The field could profit from the enormous chance that the FDA decision provides to learn about novel ways to treat dementia. We should realize the important learning from the aducanumab trials that interim futility analyses appear not very helpful when trying to seriously test a clinical hypothesis. We have now heard that the FDA is ready for the field bringing medication to the patients in accelerated ways, and that good biomarker evidence is critically helpful.
This is good news not only for amyloid plaques aficionados. It will help many clinical investigators bring their many ideas and drug candidates faster forward into the clinic. I am positive: This approval will initiate an explosion of intense clinical research into Alzheimer’s disease, which will bring light at the end of the very long and dark tunnel of AD research of the last decade. We do not have to deny the problematic aspects of the aducanumab approval to see the golden chance it also hands us. We have the obligation, both basic and clinical Alzheimer’s disease researchers alike, to think positively. We need to help our patients now to use this new drug in a wise and constructive way.
Karran E, Mercken M, De Strooper B. The amyloid cascade hypothesis for Alzheimer's disease: an appraisal for the development of therapeutics. Nat Rev Drug Discov. 2011 Sep;10(9):698-712. PubMed.
De Strooper B, Karran E. The Cellular Phase of Alzheimer's Disease. Cell. 2016 Feb 11;164(4):603-15. PubMed.
University of Tokyo
This approval is a big step toward success in disease modification of AD, despite a vigorous controversy on the interpretation of the trial data and regulatory decisions by the FDA. Accelerated approval requiring an additional randomized controlled trial was a difficult choice, made to reconcile the compelling need of a new therapy for patients and family members with the insufficient evidence supporting the regulatory decision. The FDA statement emphasized amyloid reduction as a surrogate biomarker, but it should rather have valued the CSF p-tau and tau PET data as noted in the pharmacodynamics part of the prescribing information.
This will surely accelerate clinical development of anti-Aβ drugs with similar effects, i.e., gantenerumab, lecanemab, and donanemab, despite the possibility of competition between medications and trials. Hopefully prevention trials using the same set of drugs in preclinical AD will be facilitated.
In Japan, the mass media enthusiastically reported the news of aducanumab's approval. It is attracting much attention among the general public, especially among the elderly population, with some mixed feelings caused by the negative information on the efficacy, etc. The estimated high cost may be an issue in Japan, where prescription cost, including the excess part for expensive medications, is largely covered by public insurance. We may ultimately need some new strategies to publicly cover the expensive drug costs.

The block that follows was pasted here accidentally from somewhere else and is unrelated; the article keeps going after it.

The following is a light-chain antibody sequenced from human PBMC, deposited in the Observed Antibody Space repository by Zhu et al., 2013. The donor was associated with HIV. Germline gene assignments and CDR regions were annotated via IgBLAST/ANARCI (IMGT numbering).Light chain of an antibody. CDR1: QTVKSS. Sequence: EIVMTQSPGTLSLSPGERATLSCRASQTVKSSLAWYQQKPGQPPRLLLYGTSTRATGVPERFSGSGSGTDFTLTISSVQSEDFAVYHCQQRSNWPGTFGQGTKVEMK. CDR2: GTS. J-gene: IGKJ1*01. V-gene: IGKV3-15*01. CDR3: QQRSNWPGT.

While the application for approval was submitted by Biogen and Eisai to the Japanese regulatory agency PMDA last December and is still under review, we may have to formulate a guideline for appropriate use of anti-Aβ antibody drugs to ensure that the indication (probably limited to early AD) is strictly observed, and to avoid the waste of precious resources and medical budgets.
The Japan Society for Dementia Research, a comprehensive research association to which many of the dementia clinical experts of different disciplines belong, is taking the lead for open discussions to prepare for the clinical application of these drugs without confusion in our society. We do feel much is left to be done prior to the implementation of these drugs to clinical practice of dementia and Alzheimer’s disease.
University of California, San Francisco
The data did not support this approval. The advisory committee did a thorough and independent review and came to the same conclusion countless independent scientists have also voiced: The clinical efficacy findings are no more convincing than a roll of dice. Within the context of other evidence from previous studies of similar drugs, they are less convincing.
If accelerated approval meant accelerated finding of a successful drug, it would be a good thing, but in fact it is likely to do the opposite: delay the day we know whether this drug helps people with AD or just helps Biogen's bottom line. Contrary to the label, this may mean deceleration of effective treatments. The idea that we would approve medications on the basis of a biomarker change, i.e., amyloid reduction, when we know that reducing amyloid does not equate to definite benefit for improving people's lives, i.e., memory and functioning improvements, sets a bad precedent.
Recruiting for trials of new drugs because people prefer to take an approved drug is a major concern, based on what has happened in the past when there was a popular belief but no convincing evidence that a drug or treatment worked. It took a long time to accumulate the evidence, and during that time, patients suffered from harmful treatments and from lack of progress in finding effective treatments.